Molecular Biology and Genetics

Molecular Biology

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Wikipedia

Eucrosia

Eucrosia is a genus of herbaceous, perennial and bulbous plants in the Amaryllis family (Amaryllidaceae, subfamily Amaryllidoideae[5]) distributed from Ecuador to Peru. The name is derived from the Greek eu, beautiful, and krossos, a fringe, referring to the long stamens.[6] The genus contains eight species. Phaedranassa and Rauhia are the genera most closely related to Eucrosia.[7]

Contents

Distribution and habitat

Three species are endemic to Ecuador and two to Peru; three additional, largely Ecuadorean, species are occasional in Peru. Eucrosia is primarily a xeric, lowland, floristic element, inhabiting seasonally dry vegetation of the lower, western slopes and Pacific coastal lowlands, with a single species adapted to montane rainforest understory (E. dodsonii).[7][8]

Description

All the members of the genus are bulbous. The leaves are deciduous, with characteristic long petioles and elliptical or ovate blades (laminae), up to 25cm wide; they may or may not be present when the flowers are produced. The inflorescence is an umbel of 6–30 weakly to strongly zygomorphic flowers, tubular at the base, green, yellow or red in colour. The stamens hang downwards (i.e. are declinate) and have long filaments which in most species form a cup containing nectaries at the base. The most common somatic chromosome number is 2n = 46. The flowers are thought to be adapted for butterfly pollination, but a single report of hummingbird visitation is recorded for E. eucrosioides. The fruit is a capsule with three locules; the seeds are flattened and winged.[7][9]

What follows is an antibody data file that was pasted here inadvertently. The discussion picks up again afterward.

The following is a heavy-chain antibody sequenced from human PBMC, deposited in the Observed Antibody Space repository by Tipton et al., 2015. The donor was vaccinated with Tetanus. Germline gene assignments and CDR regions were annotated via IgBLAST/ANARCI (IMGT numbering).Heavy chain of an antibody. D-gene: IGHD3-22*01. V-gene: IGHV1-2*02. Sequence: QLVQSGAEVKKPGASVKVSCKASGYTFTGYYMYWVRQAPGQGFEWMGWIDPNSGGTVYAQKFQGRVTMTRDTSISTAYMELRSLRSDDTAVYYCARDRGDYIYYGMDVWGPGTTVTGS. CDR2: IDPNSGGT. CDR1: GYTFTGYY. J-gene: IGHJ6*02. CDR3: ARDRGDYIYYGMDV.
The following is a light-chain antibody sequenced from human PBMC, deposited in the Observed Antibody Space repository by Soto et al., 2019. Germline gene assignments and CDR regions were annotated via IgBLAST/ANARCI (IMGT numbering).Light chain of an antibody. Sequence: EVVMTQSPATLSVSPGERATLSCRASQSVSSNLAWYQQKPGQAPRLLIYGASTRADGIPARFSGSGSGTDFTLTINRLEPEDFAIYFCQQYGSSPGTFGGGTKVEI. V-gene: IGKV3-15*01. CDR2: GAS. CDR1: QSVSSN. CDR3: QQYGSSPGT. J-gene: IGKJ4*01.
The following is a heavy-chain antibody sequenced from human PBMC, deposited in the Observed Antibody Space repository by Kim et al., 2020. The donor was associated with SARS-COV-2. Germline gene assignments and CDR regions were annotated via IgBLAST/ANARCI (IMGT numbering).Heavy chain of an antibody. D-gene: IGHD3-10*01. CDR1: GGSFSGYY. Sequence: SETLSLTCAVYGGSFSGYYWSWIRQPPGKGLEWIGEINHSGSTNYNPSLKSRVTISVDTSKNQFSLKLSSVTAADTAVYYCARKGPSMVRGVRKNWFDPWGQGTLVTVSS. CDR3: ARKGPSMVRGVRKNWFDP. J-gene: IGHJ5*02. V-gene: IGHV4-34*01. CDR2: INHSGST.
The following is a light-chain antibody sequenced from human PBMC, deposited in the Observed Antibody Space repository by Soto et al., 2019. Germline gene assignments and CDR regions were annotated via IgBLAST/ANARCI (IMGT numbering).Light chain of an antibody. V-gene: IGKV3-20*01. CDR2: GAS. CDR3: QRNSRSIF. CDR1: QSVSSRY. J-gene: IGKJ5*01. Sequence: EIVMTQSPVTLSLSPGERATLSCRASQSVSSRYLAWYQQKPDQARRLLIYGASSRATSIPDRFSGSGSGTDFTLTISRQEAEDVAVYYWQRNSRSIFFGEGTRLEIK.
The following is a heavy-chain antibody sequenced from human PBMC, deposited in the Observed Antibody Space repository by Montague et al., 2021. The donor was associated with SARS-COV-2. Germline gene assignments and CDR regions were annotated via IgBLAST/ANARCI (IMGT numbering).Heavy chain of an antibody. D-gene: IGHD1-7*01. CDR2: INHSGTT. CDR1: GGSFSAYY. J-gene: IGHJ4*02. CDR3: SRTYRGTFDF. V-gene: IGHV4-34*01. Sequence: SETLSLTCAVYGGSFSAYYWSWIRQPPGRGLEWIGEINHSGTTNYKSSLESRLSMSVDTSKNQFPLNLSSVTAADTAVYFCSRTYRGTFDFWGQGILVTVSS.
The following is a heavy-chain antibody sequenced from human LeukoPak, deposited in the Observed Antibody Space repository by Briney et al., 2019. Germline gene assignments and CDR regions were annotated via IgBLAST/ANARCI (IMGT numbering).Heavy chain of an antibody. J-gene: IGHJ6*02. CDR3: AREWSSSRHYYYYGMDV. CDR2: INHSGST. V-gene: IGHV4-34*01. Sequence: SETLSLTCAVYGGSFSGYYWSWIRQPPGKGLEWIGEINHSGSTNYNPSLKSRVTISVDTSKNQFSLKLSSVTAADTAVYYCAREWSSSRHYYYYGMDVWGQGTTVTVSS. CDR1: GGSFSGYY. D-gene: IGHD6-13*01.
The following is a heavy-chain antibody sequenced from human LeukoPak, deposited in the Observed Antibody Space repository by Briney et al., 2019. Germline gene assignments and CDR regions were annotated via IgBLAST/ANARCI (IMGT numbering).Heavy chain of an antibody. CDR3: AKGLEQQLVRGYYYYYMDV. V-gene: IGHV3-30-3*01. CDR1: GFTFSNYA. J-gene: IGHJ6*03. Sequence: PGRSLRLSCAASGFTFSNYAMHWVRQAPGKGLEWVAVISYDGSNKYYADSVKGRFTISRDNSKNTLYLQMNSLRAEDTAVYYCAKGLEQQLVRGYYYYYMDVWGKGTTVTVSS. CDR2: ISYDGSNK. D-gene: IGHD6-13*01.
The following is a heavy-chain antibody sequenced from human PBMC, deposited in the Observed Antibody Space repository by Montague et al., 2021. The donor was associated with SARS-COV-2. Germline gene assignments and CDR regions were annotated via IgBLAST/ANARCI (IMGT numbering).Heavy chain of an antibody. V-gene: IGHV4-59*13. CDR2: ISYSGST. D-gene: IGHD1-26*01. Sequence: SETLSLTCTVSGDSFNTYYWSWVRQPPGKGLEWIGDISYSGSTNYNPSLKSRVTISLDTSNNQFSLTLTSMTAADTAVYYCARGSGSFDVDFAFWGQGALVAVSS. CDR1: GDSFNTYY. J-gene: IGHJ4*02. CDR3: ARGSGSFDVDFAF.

In cultivation, all species except the rainforest dweller E. dobsonii can be grown in pots in gritty soil in good light, being kept warm and dry when the leaves wither, and watered when the flowers or leaves begin to grow again. E. dobsonii needs shadier conditions and a more open growing medium. Only E. bicolor is widely grown.[10]

Species

The list of Eucrosia species, with their complete scientific name and authority, and geographic distribution is given below.[11]

References

  1. ^ Bot. Reg. 3: t. 207 (1817).
  2. ^ Edwards's Bot. Reg. 28: 49 (1842).
  3. ^ Handb. Amaryll.: 105 (1888), nom. illeg.
  4. ^ Taxon 31: 555 (1982).
  5. ^ Stevens, P.F. (2001 onwards), Angiosperm Phylogeny Website: Asparagales: Amaryllidoideae, http://www.mobot.org/mobot/research/apweb/orders/asparagalesweb.htm#AllAma 
  6. ^ Grossi 2010, p. 239
  7. ^ a b c Meerow 1987
  8. ^ Grossi 2010, pp. 240–1
  9. ^ Grossi 2010, pp. 240–1
  10. ^ Grossi 2010, p. 241
  11. ^ Royal Botanical Gardens, Kew. World Checklist of Monocotyledons: Eucrosia. Accessed June 1 2009.

Bibliography

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